Giving Psychology Away


From Alaina Dettmer, Public Education Committee
November 2023

This month the Public Education Committee will begin highlighting professionals whose work aligns with our mission of “giving psychology away.” This month we will be highlighting Marisol Beaulac, PsyD, from Raíces de Bienestar. Dr. Beaulac began her work well before entering the field of psychology, growing up in San Francisco where she dedicated her time to working with a variety of community-based organizations and nonprofit work. Dr. Baulac later became a first-generation college student, earning her PsyD from Pacific University where she participated in both the Adult and Sabiduria tracks within the graduate program. During her time at Pacific, Dr. Beaulac worked closely with Drs. Daisy Bueno and Ruth Zúñiga, gaining valuable experience working with the Latinx community and learning how to integrate outreach efforts into the field of psychology. Currently, Dr. Beaulac continues to work with Drs. Bueno and Zúñiga at Raices de Bienestar.

Dr. Baulac described the mission of Raices de Bienestar as providing culturally congruent services to uninsured and underinsured individuals. Services are open to all, with an emphasis on serving the Latinx community. Dr. Baulac developed a passion for working with this community through her own cultural background and learning about Oregon’s need for more cultural adaptations to mental health services during graduate school. All clinicians at Raices de Bienestar are bilingual and bicultural. Clinicians focus on “meeting clients where they are at,” being involved in mobile services, partnering with community organizations, doing psychoeducation and presentations, as well as providing individual therapy for community members. The services provided by Raices de Bienestar include three pillars. First is community liberation, which involves both virtual and in-person outreach projects, psychoeducation, and presentations to benefit the Latinx community. Second is clinical services, where clinicians provide individual psychotherapy, largely to underserved populations. The third pillar is consultation and capacity building, which focuses on providing training to other organizations about culturally informed care.

Dr. Beaulac’s first experience with public education was during her time at Pacific University working with Dr. Zúñiga within the Sabiduria emphasis, when she became involved with mobile services traveling to vineyards to provide psychoeducation on emotional health and wellness for migrant farm workers. Dr. Baulac continues to provide this service today through Raices de Bienestar. She and the Raices de Bienestar team educate the community on topics such as depression, anxiety, stress management, and suicidality, among others. Though psychoeducation is a valuable piece of the work, Dr. Beaulac says that even more powerful are the resulting conversations and connections which form among community members. She has seen firsthand how sparking these conversations among community members contributes to the de-stigmatization of seeking mental health services.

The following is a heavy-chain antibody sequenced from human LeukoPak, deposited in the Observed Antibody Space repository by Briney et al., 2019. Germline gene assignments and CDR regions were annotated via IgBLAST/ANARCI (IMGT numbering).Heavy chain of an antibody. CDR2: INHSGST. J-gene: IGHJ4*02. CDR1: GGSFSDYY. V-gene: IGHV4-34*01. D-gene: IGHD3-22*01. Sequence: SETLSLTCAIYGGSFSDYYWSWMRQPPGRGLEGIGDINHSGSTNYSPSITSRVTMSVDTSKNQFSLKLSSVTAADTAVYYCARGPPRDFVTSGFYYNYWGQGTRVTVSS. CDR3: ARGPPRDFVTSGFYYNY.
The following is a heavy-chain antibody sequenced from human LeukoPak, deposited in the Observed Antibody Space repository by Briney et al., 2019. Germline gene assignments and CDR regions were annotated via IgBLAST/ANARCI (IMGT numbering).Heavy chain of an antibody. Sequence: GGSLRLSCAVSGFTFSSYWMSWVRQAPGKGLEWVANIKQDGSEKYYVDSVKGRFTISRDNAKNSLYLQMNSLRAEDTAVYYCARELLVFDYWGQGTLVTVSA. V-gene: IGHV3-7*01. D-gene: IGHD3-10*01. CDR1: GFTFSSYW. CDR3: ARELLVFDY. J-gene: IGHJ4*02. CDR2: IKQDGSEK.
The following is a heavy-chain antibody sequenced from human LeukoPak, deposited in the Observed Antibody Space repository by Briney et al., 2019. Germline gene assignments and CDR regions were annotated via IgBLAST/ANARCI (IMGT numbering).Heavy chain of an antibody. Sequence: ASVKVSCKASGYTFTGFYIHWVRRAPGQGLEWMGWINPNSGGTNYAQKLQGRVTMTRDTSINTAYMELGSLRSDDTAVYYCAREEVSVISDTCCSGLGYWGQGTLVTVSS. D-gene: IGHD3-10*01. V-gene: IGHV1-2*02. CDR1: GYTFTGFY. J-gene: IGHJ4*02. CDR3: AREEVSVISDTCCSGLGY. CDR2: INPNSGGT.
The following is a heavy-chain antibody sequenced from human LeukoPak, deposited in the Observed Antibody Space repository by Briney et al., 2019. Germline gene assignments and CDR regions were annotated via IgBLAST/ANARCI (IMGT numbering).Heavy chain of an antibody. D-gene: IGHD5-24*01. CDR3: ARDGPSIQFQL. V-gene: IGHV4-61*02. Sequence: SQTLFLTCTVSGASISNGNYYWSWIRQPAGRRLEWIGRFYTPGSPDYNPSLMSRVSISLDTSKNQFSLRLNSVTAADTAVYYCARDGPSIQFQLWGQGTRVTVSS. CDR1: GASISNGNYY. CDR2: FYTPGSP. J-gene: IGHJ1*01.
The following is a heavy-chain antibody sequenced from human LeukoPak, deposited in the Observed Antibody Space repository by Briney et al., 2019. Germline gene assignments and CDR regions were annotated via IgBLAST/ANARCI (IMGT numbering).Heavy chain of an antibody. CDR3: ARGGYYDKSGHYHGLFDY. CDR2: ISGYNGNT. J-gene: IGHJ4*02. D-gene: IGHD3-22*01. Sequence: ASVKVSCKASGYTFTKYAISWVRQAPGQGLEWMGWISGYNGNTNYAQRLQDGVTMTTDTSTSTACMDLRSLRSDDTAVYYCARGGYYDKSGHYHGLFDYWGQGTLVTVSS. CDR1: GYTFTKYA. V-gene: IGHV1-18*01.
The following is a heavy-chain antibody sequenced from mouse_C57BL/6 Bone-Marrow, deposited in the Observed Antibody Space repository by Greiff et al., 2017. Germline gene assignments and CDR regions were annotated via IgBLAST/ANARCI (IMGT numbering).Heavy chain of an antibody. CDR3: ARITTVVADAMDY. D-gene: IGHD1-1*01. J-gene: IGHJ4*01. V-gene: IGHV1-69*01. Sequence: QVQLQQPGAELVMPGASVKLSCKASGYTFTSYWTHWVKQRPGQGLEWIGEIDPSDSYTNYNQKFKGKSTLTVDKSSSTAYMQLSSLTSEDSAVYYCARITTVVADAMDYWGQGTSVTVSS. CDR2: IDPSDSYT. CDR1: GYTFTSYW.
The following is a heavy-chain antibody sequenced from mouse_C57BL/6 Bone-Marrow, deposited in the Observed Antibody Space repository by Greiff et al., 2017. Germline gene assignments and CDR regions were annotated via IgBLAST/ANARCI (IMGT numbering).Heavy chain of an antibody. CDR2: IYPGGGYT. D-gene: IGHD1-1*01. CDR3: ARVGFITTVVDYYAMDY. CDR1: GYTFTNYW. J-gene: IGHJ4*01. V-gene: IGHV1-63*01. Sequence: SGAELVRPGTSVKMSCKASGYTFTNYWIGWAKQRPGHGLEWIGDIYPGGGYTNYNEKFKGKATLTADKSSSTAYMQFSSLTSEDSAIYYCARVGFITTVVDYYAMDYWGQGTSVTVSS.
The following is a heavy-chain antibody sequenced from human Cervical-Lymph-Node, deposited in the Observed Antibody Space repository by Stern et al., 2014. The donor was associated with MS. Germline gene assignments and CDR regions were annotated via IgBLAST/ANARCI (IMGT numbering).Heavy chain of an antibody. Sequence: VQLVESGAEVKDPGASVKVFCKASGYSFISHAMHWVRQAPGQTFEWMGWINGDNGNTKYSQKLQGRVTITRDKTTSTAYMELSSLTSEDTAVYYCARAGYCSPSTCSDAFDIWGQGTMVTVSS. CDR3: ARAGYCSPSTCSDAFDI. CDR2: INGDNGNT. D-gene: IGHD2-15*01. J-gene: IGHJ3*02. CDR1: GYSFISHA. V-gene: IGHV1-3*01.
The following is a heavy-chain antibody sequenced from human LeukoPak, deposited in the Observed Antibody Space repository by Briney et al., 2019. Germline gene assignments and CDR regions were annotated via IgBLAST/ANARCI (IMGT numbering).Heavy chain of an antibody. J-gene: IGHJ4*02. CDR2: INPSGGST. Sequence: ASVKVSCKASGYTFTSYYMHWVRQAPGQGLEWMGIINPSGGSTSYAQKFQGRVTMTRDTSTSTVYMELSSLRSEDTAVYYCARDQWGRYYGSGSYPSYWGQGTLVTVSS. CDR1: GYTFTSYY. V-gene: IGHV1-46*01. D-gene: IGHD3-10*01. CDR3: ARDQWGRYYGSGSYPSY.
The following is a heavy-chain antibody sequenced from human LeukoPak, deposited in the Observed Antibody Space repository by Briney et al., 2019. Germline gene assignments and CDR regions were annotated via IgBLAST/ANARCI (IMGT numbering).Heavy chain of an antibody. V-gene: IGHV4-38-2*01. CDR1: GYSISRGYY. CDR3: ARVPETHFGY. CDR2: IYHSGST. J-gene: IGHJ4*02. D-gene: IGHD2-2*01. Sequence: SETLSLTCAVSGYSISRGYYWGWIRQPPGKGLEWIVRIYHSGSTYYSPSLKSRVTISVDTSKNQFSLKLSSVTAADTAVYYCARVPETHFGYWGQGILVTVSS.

Dr. Baulac believes that it is important for all individuals to have access to mental health resources and be given the opportunity to heal in whatever way is most personally effective for them. She recognizes that it is important not to push Western ideas of mental health and education as the “correct way of doing things” when working with minority populations. Although our field provides background knowledge and support, Dr. Baulac believes that it is the connections formed among community members that have been the most impactful and rewarding aspect of her work. She says that mental health professionals can, in fact, learn much from listening to their clients.

Moving forward, Dr. Baulac sees herself continuing to learn and grow in public education and community-based psychology. One of her goals in her work at Raices de Bienestar is to expand their mobile services to reach more rural communities. Dr. Baulac’s advice for psychologists wanting to be involved in public education is to start by asking yourself what fuels you and brings you passion. Through all of her work and passion for serving the community, Dr. Baulac is a gift to the field of psychology and a shining example of the importance of giving psychology away.